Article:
Certainly, most Christians would find the previous statement to be quite strange. And indeed, this would be a strange statement if 14th century humanism was equivilant to present-day secular humanism (which is at odds with the Christian faith or any worldview that involves belief in the divine.) Yet, at the time of the Renaissance, humanism was a return to the arts and letters of the past. Humanists sought cultural renewel by returning to the thoughts and forms of antiquity. As Alister McGrath explains in his book Christianity's Dangerous Idea,
Its basic method can be summed up in the Latin slogan ad fontes, which can be paraphrased as "back to the sources!" A stream is at its purest at its source (30).
For humanists, primary texts were of vital importance. McGrath continues:
Most humanists of the era--such as the great Erasmus of Rotterdam--were Christians who were concerned for the renewal and reform of the church. So why not apply the same method of regeneration to Christianity? Why not return ad fontes, to the original sources of faith, and allow them to reinvigorate a burned-out and run-down church? Could the vitality and simplicity of the apostolic age be recaptured?....But how was this to be done? What was the religious analogue of the culture of the classical world? What was the fountainhead of Christianity? Christian humanists had little doubt: the Bible, especially the New Testament. This was the ultimate source of faith (31).
Church history is messy. And the more we delve into study of the history of the church, the more we will see the ways in God has worked through innumberable people, events, and movements.



Well, I've certainly slacked off from blogging lately, but I will return as soon as I get over being sick. Alora is the only one in our family that isn't sick yet. At least she wasn't sick on her birthday (which was today). Please pray that we will be able to rest and recover during the next few days. Thanks. I think I'm going to go to bed now.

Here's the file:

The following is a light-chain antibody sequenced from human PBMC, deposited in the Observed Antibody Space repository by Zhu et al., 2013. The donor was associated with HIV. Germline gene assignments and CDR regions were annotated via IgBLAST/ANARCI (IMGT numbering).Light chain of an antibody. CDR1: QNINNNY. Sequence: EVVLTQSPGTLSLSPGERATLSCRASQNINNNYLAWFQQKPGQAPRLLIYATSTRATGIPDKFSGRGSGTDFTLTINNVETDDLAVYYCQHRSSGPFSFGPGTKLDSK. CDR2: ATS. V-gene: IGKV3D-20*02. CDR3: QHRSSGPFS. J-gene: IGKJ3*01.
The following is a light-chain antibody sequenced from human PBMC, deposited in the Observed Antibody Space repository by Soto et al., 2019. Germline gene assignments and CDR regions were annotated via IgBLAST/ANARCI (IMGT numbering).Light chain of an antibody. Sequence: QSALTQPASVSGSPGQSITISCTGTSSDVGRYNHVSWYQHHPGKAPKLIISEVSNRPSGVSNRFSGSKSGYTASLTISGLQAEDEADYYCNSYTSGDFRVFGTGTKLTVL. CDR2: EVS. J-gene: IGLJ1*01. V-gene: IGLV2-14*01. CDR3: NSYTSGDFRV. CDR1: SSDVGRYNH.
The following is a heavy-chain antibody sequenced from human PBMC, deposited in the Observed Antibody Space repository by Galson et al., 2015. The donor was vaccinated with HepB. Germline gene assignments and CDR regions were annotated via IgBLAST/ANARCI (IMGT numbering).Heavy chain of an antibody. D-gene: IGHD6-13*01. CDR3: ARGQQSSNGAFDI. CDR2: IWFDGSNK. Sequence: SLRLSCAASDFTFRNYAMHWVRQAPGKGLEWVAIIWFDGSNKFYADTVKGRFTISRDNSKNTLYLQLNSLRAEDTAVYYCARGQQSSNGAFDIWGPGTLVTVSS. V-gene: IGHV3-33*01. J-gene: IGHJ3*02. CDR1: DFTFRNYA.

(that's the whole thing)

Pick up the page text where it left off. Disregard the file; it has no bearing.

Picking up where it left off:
Taking Up the Puritan Reading Challenge

Last month Patrick mentioned the 2008 Puritan Reading Challenge, so I decided to join. I missed the reading for January, so I'll be starting with the February book by John Flavel, The Mystery of Providence. I just received the book last night, so I haven't started to read it yet. But Patrick has already blogged about a few of his initial thoughts here. I'd encourage you all to join us in this challenge, even if you have to begin with the March reading. Check back later as I look forward to discussing my thoughts about the book.

11 Years and Counting

I often think back to the summer of 1993. It was that summer in which I clearly remember God calling me into the ministry. Since that time I've often been told (by people who are already involved in Christian ministry) that if I can do anything else besides being a minister, then I should. I believe such advice comes from those who realize that the ministry is difficult and it is not for those who simply think it would be a good profession. (For one thing, the ministry is not a profession, as Piper so wisely reminded us.) But I do not desire to do anything else besides serving God's people. So, it is with great thanksgiving and joy that I am now able to tell you that as of this month, I am serving full-time at Redeemer Church as the Director of Youth and Families! As most of you know, Amy and I moved to Anderson so that we could be a part of this church plant. Over the last year, I've served part-time in this ministry, and it has been a wonderful time of ministry and growth. The Lord has really blessed us more than I can express in words, and I am looking forward to all that He has in store for us in the days, months, and years to come.


Downtown Anderson

A lot of great changes are taken place in Anderson, particularly in the downtown area. Check out the new website for Downtown Anderson.


Could You Survive in Poverty?